Business requirements define high-level goals and objectives of an organization as a whole and address the question, "Why is this project needed?"
Stakeholder requirements express the needs and wants of one or more stakeholders and how they will interact with a solution.
Solution requirements describe specific characteristics of a solution that meet business and stakeholder requirements and come in two flavors.
Functional Solution Requirements define what the solution has to do or know.
Non-Functional Solution Requirements define characteristics that any solution must exhibit for it to be acceptable.
Transition Requirements describe capabilities needed to integrate the proposed solution into the existing environment.
This lecture will address the different business analysis techniques that are used in Strategic, Tactical, and Operational Business Analysis.
The Requirements Solutions Group (RSG) surveyed over 1700 individuals with many different job titles, all of whom wore the business analysis hat at some level of detail. They were asked to identify the tools they most commonly needed. Theses are the results.
How do you do business analysis? For an answer to that question, we offer first off a survey from the International Institute of Business Analysis (IIBA®). The IIBA® is an organization dedicated to defining standards and practices for the business analyst community. A 2008 survey of around 1200 business analysts asked what specific techniques business analysts needed to do their job. This lecture contains the results.
This lecture shows how current Software Development Methodologies (SDM) impact your business analysis activities.
This lecture defines business analysis within traditional waterfall (structured) system development approaches.
Defining business analysis within traditional iterative system development approaches such as RUP.
In the Agile development methodology, the person wearing the business analysis hat (whom we call THE BA, whether or not that individual has that job title) does business analysis strictly on an as-needed basis. This lecture explains how business analysis fits within Agile software development approaches such as SCRUM and SCRUM/XP hybrids.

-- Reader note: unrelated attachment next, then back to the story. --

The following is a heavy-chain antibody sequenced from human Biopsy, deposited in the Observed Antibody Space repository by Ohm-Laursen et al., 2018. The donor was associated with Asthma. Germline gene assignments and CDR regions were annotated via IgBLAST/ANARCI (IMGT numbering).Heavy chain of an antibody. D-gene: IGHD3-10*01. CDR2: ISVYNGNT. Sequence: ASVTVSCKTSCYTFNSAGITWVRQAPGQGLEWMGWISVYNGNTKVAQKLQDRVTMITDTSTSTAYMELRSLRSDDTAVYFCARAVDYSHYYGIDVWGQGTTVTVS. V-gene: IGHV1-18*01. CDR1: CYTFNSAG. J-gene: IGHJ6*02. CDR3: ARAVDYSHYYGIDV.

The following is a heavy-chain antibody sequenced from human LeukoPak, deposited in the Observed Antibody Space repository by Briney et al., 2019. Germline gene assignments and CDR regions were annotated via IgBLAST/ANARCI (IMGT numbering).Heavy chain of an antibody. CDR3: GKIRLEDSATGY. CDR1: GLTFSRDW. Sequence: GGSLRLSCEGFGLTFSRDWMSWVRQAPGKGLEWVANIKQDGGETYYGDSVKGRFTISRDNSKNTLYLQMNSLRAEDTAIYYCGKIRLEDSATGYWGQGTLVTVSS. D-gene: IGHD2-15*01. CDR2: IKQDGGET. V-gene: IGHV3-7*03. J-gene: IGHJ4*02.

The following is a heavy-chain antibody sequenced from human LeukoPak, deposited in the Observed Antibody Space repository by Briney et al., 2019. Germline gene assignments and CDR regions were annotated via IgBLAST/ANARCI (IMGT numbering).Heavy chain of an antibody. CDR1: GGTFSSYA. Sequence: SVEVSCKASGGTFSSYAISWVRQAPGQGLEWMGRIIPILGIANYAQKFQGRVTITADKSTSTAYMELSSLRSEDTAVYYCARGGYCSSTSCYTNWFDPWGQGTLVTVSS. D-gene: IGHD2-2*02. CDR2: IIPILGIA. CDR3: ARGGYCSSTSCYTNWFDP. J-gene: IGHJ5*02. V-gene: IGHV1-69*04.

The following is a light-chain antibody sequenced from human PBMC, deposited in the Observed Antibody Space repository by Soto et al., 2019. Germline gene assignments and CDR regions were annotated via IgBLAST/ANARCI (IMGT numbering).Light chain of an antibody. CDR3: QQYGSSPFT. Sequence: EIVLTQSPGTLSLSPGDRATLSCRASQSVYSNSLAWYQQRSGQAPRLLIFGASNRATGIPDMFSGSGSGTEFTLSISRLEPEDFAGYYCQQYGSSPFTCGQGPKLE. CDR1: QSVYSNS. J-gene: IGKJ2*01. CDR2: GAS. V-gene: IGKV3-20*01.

Thank you for buying this course. We hope you enjoyed it.
Questions answered in this lecture:
Tom has been in business analysis since long before it was called business analysis. He has over 30 years experience in the fields of information technology, methodologies, and business analysis. In his writings and lectures he strives for enlightening while entertaining. As a facilitator, he achieves results through inclusion and synergistic group-building. He has taught thousands of students business and systems analysis skills since the '80's and has facilitated hundreds of requirements discovery sessions under a variety of acronyms (JAD, ASAP, JADr, JRP, etc).
Angela and Tom Hathaway (previously Hathaway & Associates, Inc. and Requirements Solutions Group, LLC) founded BA-EXPERTS in 2011. As a team, Angela and Tom have trained, consulted, mentored and coached thousands of business analysts around the world for organizations from small businesses to Fortune 100. Hundreds of current and past customers include TIAA-CREF (Financial), Cathay Pacific (Airline), Manitoba Telecom Services (Telecommunications), Starwood Hotels and Resorts (Hospitality), government agencies, and a myriad of organizations spanning all sizes and industries. Our training, consulting, and mentoring efforts have saved our customers around the world millions and can help your organization improve its business analysis practices